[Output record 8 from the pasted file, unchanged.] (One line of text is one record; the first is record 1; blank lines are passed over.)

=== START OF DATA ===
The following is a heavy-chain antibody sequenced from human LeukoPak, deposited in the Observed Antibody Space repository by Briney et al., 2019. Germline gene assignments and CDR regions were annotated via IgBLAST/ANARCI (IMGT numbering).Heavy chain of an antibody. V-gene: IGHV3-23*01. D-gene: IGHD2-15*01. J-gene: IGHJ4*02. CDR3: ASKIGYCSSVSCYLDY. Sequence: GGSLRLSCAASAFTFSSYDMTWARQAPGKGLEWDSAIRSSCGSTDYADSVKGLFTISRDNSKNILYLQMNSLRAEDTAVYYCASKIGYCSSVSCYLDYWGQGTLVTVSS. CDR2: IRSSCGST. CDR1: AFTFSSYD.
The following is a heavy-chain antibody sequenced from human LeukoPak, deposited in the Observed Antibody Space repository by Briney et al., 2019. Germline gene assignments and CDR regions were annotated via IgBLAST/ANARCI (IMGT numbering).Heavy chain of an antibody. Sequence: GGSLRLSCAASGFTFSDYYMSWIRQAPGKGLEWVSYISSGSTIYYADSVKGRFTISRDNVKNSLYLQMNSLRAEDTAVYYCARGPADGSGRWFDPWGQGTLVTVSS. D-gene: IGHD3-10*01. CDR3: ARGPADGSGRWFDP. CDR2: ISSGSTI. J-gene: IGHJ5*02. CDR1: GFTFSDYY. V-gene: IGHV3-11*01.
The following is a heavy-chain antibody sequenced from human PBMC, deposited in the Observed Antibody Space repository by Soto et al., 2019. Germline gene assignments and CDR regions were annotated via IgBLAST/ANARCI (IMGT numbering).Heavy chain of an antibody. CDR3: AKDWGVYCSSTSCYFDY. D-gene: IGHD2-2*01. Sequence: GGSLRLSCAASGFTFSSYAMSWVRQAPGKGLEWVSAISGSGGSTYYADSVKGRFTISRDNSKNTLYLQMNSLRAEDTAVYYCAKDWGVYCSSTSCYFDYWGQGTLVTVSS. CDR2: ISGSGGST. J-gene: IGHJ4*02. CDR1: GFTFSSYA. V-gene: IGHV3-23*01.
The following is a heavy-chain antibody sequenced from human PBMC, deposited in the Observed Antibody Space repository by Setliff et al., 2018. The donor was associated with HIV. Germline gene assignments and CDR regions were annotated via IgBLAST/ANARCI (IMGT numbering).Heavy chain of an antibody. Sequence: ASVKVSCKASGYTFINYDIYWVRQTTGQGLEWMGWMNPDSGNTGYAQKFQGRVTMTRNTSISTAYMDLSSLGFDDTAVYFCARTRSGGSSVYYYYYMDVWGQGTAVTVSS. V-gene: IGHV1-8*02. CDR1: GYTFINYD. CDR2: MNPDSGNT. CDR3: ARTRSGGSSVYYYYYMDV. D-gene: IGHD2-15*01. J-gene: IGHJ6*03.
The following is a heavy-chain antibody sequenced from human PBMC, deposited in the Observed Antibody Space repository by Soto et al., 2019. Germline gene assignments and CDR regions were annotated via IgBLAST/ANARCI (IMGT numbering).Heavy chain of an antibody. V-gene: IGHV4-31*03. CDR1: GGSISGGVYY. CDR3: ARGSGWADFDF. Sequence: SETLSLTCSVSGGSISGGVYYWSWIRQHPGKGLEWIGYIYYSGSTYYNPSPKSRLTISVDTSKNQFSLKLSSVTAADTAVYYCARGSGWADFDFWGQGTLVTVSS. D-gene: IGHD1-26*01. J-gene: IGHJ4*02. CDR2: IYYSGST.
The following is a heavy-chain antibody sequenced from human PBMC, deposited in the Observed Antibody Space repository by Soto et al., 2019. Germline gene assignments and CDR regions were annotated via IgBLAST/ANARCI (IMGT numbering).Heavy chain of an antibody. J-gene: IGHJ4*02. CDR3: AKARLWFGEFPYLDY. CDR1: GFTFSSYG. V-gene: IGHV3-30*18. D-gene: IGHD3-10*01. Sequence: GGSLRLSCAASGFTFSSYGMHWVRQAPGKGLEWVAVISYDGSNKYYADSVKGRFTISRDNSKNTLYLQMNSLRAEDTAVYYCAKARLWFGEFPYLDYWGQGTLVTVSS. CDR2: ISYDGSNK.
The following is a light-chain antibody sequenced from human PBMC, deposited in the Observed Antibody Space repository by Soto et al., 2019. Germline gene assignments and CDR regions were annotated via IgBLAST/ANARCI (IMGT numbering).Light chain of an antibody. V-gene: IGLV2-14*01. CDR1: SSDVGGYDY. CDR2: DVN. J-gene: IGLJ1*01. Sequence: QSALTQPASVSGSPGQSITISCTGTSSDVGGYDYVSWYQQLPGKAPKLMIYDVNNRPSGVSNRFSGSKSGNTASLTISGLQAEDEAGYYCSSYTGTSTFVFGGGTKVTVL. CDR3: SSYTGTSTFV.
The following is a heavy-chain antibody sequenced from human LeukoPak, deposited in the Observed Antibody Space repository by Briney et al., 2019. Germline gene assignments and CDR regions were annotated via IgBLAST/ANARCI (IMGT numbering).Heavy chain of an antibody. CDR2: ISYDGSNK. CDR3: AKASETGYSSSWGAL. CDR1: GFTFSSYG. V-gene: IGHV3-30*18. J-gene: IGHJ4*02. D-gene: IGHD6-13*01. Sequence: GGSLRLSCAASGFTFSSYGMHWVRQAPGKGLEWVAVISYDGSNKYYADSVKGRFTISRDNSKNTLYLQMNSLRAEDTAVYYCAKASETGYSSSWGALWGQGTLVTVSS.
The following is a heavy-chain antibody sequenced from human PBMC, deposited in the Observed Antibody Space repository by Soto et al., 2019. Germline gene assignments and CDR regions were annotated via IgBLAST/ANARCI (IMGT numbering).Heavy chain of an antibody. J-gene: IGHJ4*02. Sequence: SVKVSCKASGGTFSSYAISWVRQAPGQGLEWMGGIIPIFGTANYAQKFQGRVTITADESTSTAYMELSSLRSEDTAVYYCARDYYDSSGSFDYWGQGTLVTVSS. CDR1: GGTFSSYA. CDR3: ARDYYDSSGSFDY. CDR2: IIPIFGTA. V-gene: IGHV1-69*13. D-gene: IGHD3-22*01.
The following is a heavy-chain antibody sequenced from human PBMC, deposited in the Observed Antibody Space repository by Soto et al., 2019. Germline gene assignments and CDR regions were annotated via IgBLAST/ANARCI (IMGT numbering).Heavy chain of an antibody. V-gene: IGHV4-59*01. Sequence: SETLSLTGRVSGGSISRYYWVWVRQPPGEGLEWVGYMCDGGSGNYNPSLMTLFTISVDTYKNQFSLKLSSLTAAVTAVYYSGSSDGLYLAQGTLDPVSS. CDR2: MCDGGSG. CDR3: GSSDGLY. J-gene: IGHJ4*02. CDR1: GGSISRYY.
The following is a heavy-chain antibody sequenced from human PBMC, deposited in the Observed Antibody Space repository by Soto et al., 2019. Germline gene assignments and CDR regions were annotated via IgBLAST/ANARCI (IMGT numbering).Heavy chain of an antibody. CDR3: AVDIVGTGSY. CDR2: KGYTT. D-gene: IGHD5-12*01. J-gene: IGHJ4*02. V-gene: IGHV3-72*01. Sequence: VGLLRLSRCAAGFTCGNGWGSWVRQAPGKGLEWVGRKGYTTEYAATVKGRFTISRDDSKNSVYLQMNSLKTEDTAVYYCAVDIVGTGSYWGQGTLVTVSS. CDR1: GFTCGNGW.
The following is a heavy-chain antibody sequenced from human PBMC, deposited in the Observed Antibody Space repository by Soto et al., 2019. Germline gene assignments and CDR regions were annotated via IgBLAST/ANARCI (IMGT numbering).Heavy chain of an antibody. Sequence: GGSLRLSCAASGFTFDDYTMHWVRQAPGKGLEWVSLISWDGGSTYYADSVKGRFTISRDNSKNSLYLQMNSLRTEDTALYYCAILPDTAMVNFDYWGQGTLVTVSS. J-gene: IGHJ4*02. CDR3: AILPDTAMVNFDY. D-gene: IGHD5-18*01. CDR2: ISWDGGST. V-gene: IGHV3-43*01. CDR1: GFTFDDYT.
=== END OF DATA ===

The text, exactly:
The following is a heavy-chain antibody sequenced from human LeukoPak, deposited in the Observed Antibody Space repository by Briney et al., 2019. Germline gene assignments and CDR regions were annotated via IgBLAST/ANARCI (IMGT numbering).Heavy chain of an antibody. CDR2: ISYDGSNK. CDR3: AKASETGYSSSWGAL. CDR1: GFTFSSYG. V-gene: IGHV3-30*18. J-gene: IGHJ4*02. D-gene: IGHD6-13*01. Sequence: GGSLRLSCAASGFTFSSYGMHWVRQAPGKGLEWVAVISYDGSNKYYADSVKGRFTISRDNSKNTLYLQMNSLRAEDTAVYYCAKASETGYSSSWGALWGQGTLVTVSS.